The Night of the Party
|The Night of the Party|
|Directed by||Michael Powell|
|Produced by||Jerome Jackson|
|Written by||Roland Pertwee & John Hastings Turner|
|Music by||Louis Levy|
|Distributed by||Gaumont British|
|16 July 1934|
The Night of the Party is a 1934 British mystery thriller film directed by Michael Powell and starring Leslie Banks, Ian Hunter, Jane Baxter, Ernest Thesiger and Malcolm Keen. In the United States it was released as The Murder Party. It was made at the Lime Grove Studios in Shepherd's Bush. The art direction was by Alfred Junge, later a regular contributor to the films of Powell and Pressburger. 
After inviting guests to a dinner party the ruthless press baron Lord Studholme is found murdered during a party game. The investigating detectives have to work out which of the guests had the motive to murder him.
- Leslie Banks as Sir John Holland
- Ian Hunter as Guy Kennion
- Jane Baxter as Peggy Studholme
- Ernest Thesiger as Chiddiatt
- Viola Keats as Joan Holland
- Malcolm Keen as Lord Studholme
- Jane Millican as Anna Chiddiatt
- Muriel Aked as Princess Amelia
- Gerald Barry as Baron Cziatch
- Cecil Ramage as Howard Vernon
- John Turnbull as Insp. Ramage
- W. Graham Brown as General Piddinghoe
- Laurence Anderson as Defence counsel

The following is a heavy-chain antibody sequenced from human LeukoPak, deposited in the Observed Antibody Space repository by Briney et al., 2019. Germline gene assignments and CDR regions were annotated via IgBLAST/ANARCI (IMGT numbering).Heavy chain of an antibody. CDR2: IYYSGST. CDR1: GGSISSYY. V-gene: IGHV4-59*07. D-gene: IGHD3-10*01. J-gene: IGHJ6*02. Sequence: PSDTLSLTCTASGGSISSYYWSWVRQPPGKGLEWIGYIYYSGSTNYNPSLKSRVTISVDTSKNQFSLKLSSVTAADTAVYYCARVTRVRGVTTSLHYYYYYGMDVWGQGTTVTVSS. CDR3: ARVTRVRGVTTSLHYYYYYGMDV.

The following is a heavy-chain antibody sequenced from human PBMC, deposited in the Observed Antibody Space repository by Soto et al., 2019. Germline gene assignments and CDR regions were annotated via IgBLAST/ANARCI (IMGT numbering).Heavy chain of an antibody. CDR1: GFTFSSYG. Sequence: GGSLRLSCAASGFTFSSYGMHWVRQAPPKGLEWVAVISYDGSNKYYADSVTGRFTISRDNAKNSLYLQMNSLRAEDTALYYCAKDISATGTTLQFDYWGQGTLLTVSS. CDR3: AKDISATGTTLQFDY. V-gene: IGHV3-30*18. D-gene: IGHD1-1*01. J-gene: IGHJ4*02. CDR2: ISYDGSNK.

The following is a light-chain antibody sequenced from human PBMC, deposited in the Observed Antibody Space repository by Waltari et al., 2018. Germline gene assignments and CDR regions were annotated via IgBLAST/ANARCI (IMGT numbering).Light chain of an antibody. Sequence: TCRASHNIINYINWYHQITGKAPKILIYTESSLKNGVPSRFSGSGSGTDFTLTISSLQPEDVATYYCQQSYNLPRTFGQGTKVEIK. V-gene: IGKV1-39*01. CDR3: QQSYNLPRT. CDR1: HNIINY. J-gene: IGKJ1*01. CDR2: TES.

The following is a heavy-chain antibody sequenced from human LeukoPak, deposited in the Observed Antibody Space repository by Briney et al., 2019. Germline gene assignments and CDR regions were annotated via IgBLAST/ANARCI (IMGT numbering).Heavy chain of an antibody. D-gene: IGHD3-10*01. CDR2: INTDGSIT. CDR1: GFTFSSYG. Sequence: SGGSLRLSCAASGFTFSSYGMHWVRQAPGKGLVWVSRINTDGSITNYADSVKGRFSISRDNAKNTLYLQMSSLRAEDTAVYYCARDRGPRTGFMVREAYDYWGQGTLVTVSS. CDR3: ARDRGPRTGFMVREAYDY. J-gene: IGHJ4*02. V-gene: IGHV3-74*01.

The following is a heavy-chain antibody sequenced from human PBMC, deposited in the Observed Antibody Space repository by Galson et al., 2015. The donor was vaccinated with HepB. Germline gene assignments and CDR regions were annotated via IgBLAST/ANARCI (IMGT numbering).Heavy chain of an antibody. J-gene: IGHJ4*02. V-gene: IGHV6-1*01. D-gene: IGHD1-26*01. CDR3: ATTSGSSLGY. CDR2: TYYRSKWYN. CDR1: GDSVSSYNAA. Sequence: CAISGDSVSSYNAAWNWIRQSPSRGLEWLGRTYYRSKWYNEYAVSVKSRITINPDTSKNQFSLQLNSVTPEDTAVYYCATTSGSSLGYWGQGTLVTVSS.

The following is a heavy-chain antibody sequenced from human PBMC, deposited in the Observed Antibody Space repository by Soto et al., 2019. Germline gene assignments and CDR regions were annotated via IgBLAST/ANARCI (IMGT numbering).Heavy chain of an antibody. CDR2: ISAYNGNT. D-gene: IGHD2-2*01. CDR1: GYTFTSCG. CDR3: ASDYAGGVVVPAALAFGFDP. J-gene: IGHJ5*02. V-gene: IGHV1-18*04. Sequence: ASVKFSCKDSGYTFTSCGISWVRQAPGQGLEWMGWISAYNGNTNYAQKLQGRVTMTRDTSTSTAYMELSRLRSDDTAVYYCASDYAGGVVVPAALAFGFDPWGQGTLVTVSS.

- Louis Goodrich as The Judge
- Disney Roebuck as Butler
- Gordon Begg as Miles
Kinematograph Weekly wrote in 1934, "Direction and production lack that slickness and kick which is so essential to the complete success of this type of manufactured thriller. Few of the stage favourites comprising the cast succeed in adapting their technique to the requirements of the screen." the reviewer however singled out Viola Keats and Ernest Thesiger as the two "who really succeed in establishing definite character." The reviewer added, "the film is just lukewarm mystery entertainment, suitable for second rather than first place on the programme"; while more recently, the Radio Times wrote, "The film's surviving interest is as one of the earliest extant works of Michael Powell, still in his twenties at the time. The project offered little artistic challenge, but he directs fluently enough and seems to have cut short the lengthy courtroom dénouement in favour of a lively, if implausible, interruption by the guilty party." 
- "The Night of the Party (1934)". Archived from the original on 14 January 2009.
- "The Murder Party". 16 July 1935 – via IMDb.
- "BFI Screenonline: Night of the Party, The (1934)".
- BritMovie entry
- "Contemporary Review (Kinematograph Weekly) - The Night of the Party (1935)".
- "Night of the Party - Film from RadioTimes".